Such an experience of ET production, rather than only watching and listening to programmes in a passive way, can lay the foundation for far better utilisation of the country’s enormous ET facilities. Interactive, Net - enabled computers, rather than only CD-based computer usage, would facilitate a meaningful integration of computers and enhance the school curriculum in rural and remote areas by increasing connectivity and enhancing access to ideas and information. It is such two-way interactivity rather than one-way reception that would make technology educational.

Rather than trying to reproduce and mimic classroom situations, or teaching the textbook content, or animating lab experiments, ET could realise far better potential if topics are taken up but developed into non-didactic explorations, leaving learners free to relate to the knowledge web progressively, and learn at their own levels of interest. Such access to knowledge in regional languages is still very limited, and is one of the main reasons for the persistent and growing divide between learners from urban and rural schools, and learners from regional - language and English - medium schools. The potential of such encyclopaedias and documentaries for children is still underdeveloped. Materials such as textbooks, workbooks and handbooks for teachers can be designed with the awareness of existing stocks of good-quality audio or video material and sites where extra resources are available on the Net. Classics of cinema need to be made accessible through such measures. For instance, a child studying about village life should have easy access to Satyajit Ray’s classic, Pather Panchali, either as a CD to be borrowed from the CRC or to be viewed on a nationally managed website. Future textbooks need to be conceptualisedand designed in ways that might integrate knowledge in different subjects and experiences, thus facilitating the assimilation of knowledge. For instance, a middle - school textbook that discusses the history of Rajasthan and mentions Meera should be able to offer the text of a bhajan composed by her, and also refer to a source where that bhajan has been archived, so that children can listen to M.S. Subbulakshmi singing it.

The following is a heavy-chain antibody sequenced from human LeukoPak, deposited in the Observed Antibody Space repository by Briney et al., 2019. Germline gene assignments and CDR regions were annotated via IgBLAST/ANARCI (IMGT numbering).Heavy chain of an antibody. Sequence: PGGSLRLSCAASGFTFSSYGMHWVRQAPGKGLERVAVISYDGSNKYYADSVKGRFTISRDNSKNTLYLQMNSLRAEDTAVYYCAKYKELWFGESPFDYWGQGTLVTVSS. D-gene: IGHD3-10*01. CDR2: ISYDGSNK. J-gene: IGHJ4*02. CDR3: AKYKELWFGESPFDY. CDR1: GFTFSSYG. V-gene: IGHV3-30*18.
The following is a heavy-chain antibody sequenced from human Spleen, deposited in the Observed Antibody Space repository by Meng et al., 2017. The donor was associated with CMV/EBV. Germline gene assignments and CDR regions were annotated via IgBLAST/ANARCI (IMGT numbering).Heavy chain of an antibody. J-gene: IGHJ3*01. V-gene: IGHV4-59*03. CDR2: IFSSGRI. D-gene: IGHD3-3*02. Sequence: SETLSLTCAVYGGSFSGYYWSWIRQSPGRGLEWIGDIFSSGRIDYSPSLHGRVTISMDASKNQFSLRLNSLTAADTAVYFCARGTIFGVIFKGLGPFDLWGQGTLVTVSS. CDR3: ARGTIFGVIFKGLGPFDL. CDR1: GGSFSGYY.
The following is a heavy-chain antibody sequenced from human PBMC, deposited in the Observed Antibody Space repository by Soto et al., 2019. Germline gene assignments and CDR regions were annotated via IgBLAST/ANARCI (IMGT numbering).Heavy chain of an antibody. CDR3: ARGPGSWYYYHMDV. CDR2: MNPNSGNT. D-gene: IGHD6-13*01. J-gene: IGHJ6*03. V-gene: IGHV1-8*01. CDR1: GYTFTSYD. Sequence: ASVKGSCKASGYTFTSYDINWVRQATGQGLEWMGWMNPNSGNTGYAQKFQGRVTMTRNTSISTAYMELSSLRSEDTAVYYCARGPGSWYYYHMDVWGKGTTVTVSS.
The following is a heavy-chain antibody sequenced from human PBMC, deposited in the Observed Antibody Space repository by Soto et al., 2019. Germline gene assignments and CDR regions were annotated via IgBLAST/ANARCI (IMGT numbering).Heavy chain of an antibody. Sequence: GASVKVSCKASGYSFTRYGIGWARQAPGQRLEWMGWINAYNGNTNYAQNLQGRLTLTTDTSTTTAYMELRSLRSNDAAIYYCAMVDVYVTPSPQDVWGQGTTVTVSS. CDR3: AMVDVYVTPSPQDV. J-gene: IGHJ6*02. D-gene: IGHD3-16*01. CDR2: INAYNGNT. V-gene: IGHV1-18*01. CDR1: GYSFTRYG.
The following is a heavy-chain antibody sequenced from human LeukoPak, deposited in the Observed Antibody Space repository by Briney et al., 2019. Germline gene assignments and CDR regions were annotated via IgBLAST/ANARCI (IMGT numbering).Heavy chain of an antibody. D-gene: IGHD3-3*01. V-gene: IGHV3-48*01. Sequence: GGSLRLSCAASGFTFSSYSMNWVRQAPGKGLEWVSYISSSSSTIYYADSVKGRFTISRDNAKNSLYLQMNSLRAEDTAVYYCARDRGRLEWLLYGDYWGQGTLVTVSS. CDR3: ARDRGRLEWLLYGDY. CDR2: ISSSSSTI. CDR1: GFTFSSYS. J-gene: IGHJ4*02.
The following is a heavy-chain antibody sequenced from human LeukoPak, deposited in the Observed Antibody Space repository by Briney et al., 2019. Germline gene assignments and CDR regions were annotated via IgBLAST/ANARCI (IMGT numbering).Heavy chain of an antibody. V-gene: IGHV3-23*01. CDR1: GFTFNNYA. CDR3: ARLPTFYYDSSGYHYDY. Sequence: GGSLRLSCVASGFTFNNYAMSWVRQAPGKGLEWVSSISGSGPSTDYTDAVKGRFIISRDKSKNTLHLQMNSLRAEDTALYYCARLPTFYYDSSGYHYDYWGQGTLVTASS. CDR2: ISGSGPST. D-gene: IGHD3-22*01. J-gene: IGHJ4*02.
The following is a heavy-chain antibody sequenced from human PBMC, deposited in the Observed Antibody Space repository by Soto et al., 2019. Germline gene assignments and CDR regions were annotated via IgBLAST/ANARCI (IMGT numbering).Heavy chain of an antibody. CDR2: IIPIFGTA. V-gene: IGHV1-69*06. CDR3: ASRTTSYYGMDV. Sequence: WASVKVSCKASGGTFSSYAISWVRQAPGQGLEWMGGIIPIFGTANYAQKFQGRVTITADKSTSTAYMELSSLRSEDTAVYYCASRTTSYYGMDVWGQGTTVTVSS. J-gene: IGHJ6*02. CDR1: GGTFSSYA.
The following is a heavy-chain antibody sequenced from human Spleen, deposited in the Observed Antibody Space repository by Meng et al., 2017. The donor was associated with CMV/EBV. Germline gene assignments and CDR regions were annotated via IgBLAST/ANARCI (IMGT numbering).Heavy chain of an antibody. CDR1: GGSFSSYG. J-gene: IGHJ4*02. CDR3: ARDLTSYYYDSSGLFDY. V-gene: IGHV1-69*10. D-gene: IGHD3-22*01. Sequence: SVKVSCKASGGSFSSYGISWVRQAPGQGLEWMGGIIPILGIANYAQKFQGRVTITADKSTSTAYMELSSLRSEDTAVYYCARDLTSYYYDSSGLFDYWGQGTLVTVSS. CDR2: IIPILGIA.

Integration of knowledge and experience along these lines would take away the sense of burden and boredom that our present-day education induces. In science and mathematics, and in teaching children with disabilities, the potential of ET, including IT, is widely appreciated. It is important to realise this potential in achieving curricular goals, with more age-specific planning on the use of ET. Governments and other agencies responsible for financial planning need to take this fuller range of ET’s demands and benefits.

Tools and Laboratories

Equipping the school with tools that are necessary for art and craft work is an imperative. These curricular areas can contribute to achieving the aim of making the school space a creative space, only if we can mindfully plan for resources. The heritage crafts require, in their weekly or fortnightly cycles of routine, tools and instruments such as looms, lathes, scissors and embroidery frames, depending on the craft. It is important not to let this sector of curricular planning suffer from gender or caste bias, or else one of its key promises will be lost, namely, the promise of promoting a culture of active engagement with one’s material and human environment, with imagination and cooperation. The same is true for the arts, which in addition to being integrated into other curricular areas would also need specialised materials and tools. The opportunity to handle tools and acquire dexterity in using them, and also learning to take care of and maintain them, are invaluable experiences for all children. Investment in training of the child’s senses and faculties with the help of the arts plays a vital role in strengthening literacy and developing a culture of peace.